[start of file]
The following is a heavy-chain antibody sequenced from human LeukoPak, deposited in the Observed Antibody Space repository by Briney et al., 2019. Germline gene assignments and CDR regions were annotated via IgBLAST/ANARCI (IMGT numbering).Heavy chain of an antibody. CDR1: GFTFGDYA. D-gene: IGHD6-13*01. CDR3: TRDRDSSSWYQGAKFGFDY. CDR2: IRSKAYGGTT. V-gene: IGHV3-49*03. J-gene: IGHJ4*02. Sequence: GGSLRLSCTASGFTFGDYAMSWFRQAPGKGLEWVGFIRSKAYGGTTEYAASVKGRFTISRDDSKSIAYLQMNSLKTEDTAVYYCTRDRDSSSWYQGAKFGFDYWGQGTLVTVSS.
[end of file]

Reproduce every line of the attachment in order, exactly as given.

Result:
The following is a heavy-chain antibody sequenced from human LeukoPak, deposited in the Observed Antibody Space repository by Briney et al., 2019. Germline gene assignments and CDR regions were annotated via IgBLAST/ANARCI (IMGT numbering).Heavy chain of an antibody. CDR1: GFTFGDYA. D-gene: IGHD6-13*01. CDR3: TRDRDSSSWYQGAKFGFDY. CDR2: IRSKAYGGTT. V-gene: IGHV3-49*03. J-gene: IGHJ4*02. Sequence: GGSLRLSCTASGFTFGDYAMSWFRQAPGKGLEWVGFIRSKAYGGTTEYAASVKGRFTISRDDSKSIAYLQMNSLKTEDTAVYYCTRDRDSSSWYQGAKFGFDYWGQGTLVTVSS.